The nominations of two Jewelers’ Row buildings as historic took top billing at Friday’s meeting of the Historical Commission’s Committee on Historic Designation, which voted to support their designation. After hearing the Jewelers’ Row cases, the packed room cleared out and the committee proceeded with the day’s undercard: Twelve other nominations. Of these two were withdrawn from consideration, four were heard, but review of six were postponed.
Two historic houses on La Salle’s campus – the Mary and Frances Wister House and Little Wakefield – were given enthusiastic support by the committee. As was a nomination for the Mifflin-Cope House on East Penn Street in Germantown and a complex buildings clustered on a single large tax lot at 35th Street and Lancaster Avenue – Greenville, Mission house of the Protestant Episcopal Church, Pennsylvania Working Home for Blind Me, and the Old Quaker Building. In evaluating each of these cases committee members relished in discussing research details and various connections to threads of Philadelphia history, and offered recommendations to strengthen the nominations.
That level of review will have to wait for six other nominated properties. The committee voted to support requests to postpone review of these nominations, largely at the behest of property owners wanting to better understand the consequences of designation. Under the Historical Commission’s rules it must give at least 30-days written notice to property owners that it is considering a nomination.
In a strict sense the Historical Commission’s rules do not empower the committee to postpone or table review of a nomination itself; that has to come from the full commission. The Designation Committee’s role is, rather, to review and refer nominations to the commission with a recommendation to designate or not. In cases where a continuance is requested, it has been their practice to recommend that the full commission vote to grant a continuance of the review, remanding the case back to the Designation Committee.
Pending review of a nomination – continued or otherwise active – places a property temporarily under the jurisdiction of the Historical Commission as thought it were designated.
A three-part nomination of the Rohm & Haas building at 6th and Market streets was delayed at the request of the owner, Keystone Property, and the nominator, the Preservation Alliance for Greater Philadelphia, so conversations about the implications of designation could be further explored.
An attorney representing First Colored Wesley Methodist Church, which owns the Samuel Sloan-designed Tabor Chapel at 17th and Fitzwater streets, requested more time to evaluate how the nomination might affect a pending sale of the church building. The committee voted to recommend review of this case at its December meeting.
Church of the Living Word, built as Fifth Reformed Dutch Church, on Susquehanna Avenue expressed similar concerns about a nomination scaring off buyers. The congregation has dwindled to 11 members, and Ethel Weeden, wife of the Rev. James Weeden, told the committee she doesn’t want to see the church demolished but they have liability concerns and insufficient funds to pay its bills. The committee recommended that the Historical Commission vote to continue review of the nomination, and requested revisions by the nominator, the Keeping Society of Philadelphia, within 30 days.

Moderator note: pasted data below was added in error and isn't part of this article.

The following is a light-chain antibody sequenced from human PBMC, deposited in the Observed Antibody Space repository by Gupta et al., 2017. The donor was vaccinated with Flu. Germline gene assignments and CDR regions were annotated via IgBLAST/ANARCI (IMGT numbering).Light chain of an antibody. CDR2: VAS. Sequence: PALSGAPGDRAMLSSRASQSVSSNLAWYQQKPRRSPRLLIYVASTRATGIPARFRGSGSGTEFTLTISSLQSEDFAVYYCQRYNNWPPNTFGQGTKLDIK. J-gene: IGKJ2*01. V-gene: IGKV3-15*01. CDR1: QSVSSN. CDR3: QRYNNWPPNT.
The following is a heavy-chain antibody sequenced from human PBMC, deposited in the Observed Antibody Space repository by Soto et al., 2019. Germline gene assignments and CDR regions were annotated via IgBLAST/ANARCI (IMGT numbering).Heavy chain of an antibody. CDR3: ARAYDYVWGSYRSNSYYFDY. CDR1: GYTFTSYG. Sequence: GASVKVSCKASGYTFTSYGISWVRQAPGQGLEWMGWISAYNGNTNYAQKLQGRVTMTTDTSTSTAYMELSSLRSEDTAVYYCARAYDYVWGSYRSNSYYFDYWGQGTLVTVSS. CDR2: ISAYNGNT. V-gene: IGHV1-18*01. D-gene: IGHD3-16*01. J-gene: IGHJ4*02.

In the case of the Amos Barnes House in Wissahickon, the family who owns the property said they were surprised by notice of the nomination and wanted to postpone so they better understood the implications of designation. The committee recommended postponement here too.
Attorney William Martin represented the owner of the nominated Harbisons’ Dairies complex in East Kensington, complete with its milk bottle-shaped water tower, in requesting a continuance. He said the owners have retained engineering consultants to studying the condition of the water tower. The committee recommended a request for continuance to the first committee meeting in 2017.
But the case of Byberry Township Public Burial Ground in Crestmont Farms was different: The continuance was requested by neither the property owner (the Department of Public Property) and opposed by the nominator (Joseph Menkevich). It was requested by an attorney retained to represent a handful of adjacent Crestmont Farms property owners. There is scant precedent for continuance requests not coming from the nominator or the property owner, but the committee supported the request nonetheless.
A nomination earlier this year for the former Penn Fruit Supermarket on Frankford Avenue was continued at the request of the Frankford CDC, who is not the property owner, with no opposition from the nominator, the Preservation Alliance. The CDC said it wanted to study a broader development plan for the area. The owners purportedly wanted more time to consider the consequences of designation as well.
Emily Cooperman, an architectural historian who chairs the Designation Committee, reminded those present that the committee doesn’t get to set its own rules. In a motion to recommend a continuance, she requested guidance from the commission on when these requests should be honored.
The Historical Commission will take up these cases at its next meeting on November 10.